Atmospheric inversions for estimating CO2 fluxes: methods and perspectives
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- Ciais, P., Rayner, P., Chevallier, F. et al. Climatic Change (2010) 103: 69. doi:10.1007/s10584-010-9909-3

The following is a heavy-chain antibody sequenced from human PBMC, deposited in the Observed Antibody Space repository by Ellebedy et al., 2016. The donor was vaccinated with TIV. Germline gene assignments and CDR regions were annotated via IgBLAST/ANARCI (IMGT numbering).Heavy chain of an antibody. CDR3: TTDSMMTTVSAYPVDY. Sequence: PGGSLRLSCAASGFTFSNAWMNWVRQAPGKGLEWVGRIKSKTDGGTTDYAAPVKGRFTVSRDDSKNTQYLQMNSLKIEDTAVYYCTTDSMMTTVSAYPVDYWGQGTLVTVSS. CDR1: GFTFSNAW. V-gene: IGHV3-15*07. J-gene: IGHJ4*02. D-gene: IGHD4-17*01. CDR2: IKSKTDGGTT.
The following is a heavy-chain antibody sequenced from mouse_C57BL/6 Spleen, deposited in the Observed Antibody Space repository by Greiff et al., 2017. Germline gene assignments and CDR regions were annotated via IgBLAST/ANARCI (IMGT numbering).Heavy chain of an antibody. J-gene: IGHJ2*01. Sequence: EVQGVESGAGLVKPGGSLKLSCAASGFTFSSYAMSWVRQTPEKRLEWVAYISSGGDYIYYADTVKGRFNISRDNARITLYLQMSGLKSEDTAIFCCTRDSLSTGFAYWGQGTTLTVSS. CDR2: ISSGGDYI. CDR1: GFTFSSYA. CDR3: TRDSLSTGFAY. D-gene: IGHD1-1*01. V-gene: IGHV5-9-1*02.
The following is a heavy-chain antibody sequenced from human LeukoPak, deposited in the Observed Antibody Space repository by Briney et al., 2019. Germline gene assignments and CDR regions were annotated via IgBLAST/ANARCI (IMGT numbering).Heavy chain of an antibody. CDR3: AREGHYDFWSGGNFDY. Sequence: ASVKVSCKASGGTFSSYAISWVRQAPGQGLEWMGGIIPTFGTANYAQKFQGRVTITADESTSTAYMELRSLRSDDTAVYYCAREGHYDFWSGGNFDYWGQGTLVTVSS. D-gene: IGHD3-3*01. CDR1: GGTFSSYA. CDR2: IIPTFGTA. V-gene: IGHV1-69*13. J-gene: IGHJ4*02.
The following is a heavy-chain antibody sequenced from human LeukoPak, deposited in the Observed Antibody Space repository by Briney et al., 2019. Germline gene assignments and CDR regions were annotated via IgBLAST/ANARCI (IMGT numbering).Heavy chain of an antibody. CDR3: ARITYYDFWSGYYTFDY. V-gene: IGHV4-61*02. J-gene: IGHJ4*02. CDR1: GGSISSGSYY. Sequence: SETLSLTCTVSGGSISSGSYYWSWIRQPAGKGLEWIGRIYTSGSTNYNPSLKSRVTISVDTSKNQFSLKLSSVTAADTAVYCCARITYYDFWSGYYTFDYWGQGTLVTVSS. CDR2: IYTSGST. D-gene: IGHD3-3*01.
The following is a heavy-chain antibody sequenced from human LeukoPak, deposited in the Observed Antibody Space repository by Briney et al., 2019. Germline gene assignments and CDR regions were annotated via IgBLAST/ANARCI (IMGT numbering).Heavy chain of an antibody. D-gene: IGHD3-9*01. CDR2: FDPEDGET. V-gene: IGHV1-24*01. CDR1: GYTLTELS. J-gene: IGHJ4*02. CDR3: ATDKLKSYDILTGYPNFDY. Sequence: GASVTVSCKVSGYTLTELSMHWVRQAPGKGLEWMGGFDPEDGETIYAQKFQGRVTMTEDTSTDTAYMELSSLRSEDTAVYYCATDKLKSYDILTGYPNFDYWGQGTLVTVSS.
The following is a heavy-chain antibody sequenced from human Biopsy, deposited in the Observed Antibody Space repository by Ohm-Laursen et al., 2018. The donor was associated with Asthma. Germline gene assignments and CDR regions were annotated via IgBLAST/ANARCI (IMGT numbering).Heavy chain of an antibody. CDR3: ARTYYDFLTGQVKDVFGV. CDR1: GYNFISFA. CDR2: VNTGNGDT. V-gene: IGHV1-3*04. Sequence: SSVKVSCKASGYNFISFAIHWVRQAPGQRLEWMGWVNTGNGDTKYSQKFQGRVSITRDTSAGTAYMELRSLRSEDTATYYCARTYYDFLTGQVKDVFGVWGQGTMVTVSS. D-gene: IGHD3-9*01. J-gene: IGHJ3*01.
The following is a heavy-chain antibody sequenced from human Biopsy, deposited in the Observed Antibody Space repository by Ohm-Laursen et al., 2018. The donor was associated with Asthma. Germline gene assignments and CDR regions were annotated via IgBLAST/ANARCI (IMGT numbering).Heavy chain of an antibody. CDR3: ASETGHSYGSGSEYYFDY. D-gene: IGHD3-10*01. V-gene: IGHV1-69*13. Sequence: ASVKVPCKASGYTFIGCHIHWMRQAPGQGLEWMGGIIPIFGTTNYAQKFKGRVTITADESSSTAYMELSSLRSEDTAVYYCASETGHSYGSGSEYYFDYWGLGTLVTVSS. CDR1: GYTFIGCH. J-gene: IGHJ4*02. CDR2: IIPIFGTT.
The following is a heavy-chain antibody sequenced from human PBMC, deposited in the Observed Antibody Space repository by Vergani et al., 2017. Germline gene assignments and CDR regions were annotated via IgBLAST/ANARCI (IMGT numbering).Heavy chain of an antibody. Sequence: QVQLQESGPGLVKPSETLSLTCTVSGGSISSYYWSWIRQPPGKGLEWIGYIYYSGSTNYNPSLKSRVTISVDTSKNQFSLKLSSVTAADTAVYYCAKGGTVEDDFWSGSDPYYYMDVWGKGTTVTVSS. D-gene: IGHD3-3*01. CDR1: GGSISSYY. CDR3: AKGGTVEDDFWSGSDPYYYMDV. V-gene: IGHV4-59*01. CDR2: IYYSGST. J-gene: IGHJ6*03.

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We provide a review description of atmospheric inversion methods for the determination of fluxes of long-lived trace gases based on measurements of atmospheric concentration. Emphasis is given to technical aspects of inversion settings, which are crucial to inter-compare and understand inversion results. We briefly sketch the formalism used in such methods, then provide a summary of major currents in research and contemporary problems. Most attention is given to carbon dioxide (CO2) which poses the threat of future climate change. Therefore, there is keen interest in better understanding where and when CO2 emitted by the combustion of fossil fuels is reabsorbed by land ecosystems and oceans. Using the information contained in concentration fields observed from ground-based networks and from upcoming satellite observations in order to constrain the geographic distribution of surface fluxes is an inverse problem; it consists of finding a set of fluxes that optimally matches the observations available. We review the application of inverse methods to quantify the distribution of the sources and sinks of CO2 at the surface of the Earth based on global measurements of atmospheric concentration and three-dimensional models of atmospheric transport. We describe the use of top–down atmospheric inversion methods in terms of numerical transport modeling and atmospheric observation networks, and detail some of the currently important issues in assigning uncertainties.